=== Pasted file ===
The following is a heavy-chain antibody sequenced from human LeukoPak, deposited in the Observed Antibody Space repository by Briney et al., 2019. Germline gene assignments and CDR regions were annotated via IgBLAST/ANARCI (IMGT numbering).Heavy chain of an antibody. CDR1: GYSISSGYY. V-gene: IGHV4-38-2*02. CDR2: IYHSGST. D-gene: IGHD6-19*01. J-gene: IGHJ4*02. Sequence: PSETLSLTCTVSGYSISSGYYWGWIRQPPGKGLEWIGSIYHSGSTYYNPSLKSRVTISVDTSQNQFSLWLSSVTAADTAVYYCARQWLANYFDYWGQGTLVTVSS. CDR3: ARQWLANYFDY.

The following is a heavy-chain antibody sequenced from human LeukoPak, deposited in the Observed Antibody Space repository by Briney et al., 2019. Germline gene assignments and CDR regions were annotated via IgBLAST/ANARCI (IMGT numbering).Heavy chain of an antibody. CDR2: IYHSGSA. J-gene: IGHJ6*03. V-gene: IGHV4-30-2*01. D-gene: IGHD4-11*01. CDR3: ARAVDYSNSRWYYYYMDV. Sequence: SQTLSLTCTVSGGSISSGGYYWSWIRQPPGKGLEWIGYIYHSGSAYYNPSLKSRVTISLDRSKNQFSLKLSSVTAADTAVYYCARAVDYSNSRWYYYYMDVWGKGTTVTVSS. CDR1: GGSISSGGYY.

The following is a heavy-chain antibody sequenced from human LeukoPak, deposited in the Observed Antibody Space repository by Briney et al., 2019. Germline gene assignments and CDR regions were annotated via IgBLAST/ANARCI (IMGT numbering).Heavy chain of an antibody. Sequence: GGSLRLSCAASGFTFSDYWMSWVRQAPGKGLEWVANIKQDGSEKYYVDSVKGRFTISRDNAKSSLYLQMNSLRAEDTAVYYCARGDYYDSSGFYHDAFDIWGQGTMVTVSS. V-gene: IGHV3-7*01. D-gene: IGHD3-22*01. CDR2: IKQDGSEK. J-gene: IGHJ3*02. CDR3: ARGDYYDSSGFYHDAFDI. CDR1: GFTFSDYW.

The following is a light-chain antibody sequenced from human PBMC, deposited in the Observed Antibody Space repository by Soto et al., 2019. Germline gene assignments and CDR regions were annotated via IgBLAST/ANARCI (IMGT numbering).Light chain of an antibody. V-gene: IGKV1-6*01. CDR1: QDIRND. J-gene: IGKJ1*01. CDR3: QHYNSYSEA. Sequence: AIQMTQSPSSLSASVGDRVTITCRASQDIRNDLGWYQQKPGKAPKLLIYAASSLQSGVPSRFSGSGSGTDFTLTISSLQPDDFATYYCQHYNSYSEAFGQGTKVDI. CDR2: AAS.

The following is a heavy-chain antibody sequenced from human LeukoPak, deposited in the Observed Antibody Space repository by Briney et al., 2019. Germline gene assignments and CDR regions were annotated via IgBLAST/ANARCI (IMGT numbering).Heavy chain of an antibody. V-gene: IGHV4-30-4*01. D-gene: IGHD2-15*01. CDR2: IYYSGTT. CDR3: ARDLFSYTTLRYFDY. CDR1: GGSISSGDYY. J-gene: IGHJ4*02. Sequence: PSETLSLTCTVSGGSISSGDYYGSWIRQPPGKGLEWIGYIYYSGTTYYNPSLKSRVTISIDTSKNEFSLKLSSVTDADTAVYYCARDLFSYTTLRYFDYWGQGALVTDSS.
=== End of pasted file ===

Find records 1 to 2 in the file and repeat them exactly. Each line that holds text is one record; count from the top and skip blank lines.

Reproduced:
The following is a heavy-chain antibody sequenced from human LeukoPak, deposited in the Observed Antibody Space repository by Briney et al., 2019. Germline gene assignments and CDR regions were annotated via IgBLAST/ANARCI (IMGT numbering).Heavy chain of an antibody. CDR1: GYSISSGYY. V-gene: IGHV4-38-2*02. CDR2: IYHSGST. D-gene: IGHD6-19*01. J-gene: IGHJ4*02. Sequence: PSETLSLTCTVSGYSISSGYYWGWIRQPPGKGLEWIGSIYHSGSTYYNPSLKSRVTISVDTSQNQFSLWLSSVTAADTAVYYCARQWLANYFDYWGQGTLVTVSS. CDR3: ARQWLANYFDY.

The following is a heavy-chain antibody sequenced from human LeukoPak, deposited in the Observed Antibody Space repository by Briney et al., 2019. Germline gene assignments and CDR regions were annotated via IgBLAST/ANARCI (IMGT numbering).Heavy chain of an antibody. CDR2: IYHSGSA. J-gene: IGHJ6*03. V-gene: IGHV4-30-2*01. D-gene: IGHD4-11*01. CDR3: ARAVDYSNSRWYYYYMDV. Sequence: SQTLSLTCTVSGGSISSGGYYWSWIRQPPGKGLEWIGYIYHSGSAYYNPSLKSRVTISLDRSKNQFSLKLSSVTAADTAVYYCARAVDYSNSRWYYYYMDVWGKGTTVTVSS. CDR1: GGSISSGGYY.